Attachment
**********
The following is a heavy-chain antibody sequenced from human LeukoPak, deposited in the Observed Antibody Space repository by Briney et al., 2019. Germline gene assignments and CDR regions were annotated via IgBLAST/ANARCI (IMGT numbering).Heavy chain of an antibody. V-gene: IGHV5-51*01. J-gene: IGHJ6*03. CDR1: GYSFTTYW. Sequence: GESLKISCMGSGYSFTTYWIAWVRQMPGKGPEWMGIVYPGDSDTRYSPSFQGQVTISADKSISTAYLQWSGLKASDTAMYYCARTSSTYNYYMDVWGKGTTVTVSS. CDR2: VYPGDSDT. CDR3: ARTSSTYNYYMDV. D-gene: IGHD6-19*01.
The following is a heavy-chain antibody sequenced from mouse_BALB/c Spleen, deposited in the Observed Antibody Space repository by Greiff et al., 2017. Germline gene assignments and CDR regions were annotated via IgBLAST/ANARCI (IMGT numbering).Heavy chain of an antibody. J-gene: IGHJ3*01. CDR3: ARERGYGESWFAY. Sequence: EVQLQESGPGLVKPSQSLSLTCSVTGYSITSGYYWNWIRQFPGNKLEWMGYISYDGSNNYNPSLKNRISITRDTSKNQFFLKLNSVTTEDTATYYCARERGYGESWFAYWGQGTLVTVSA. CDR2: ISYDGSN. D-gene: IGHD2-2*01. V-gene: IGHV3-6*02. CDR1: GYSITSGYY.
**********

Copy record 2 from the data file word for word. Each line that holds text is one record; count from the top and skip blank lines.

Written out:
The following is a heavy-chain antibody sequenced from mouse_BALB/c Spleen, deposited in the Observed Antibody Space repository by Greiff et al., 2017. Germline gene assignments and CDR regions were annotated via IgBLAST/ANARCI (IMGT numbering).Heavy chain of an antibody. J-gene: IGHJ3*01. CDR3: ARERGYGESWFAY. Sequence: EVQLQESGPGLVKPSQSLSLTCSVTGYSITSGYYWNWIRQFPGNKLEWMGYISYDGSNNYNPSLKNRISITRDTSKNQFFLKLNSVTTEDTATYYCARERGYGESWFAYWGQGTLVTVSA. CDR2: ISYDGSN. D-gene: IGHD2-2*01. V-gene: IGHV3-6*02. CDR1: GYSITSGYY.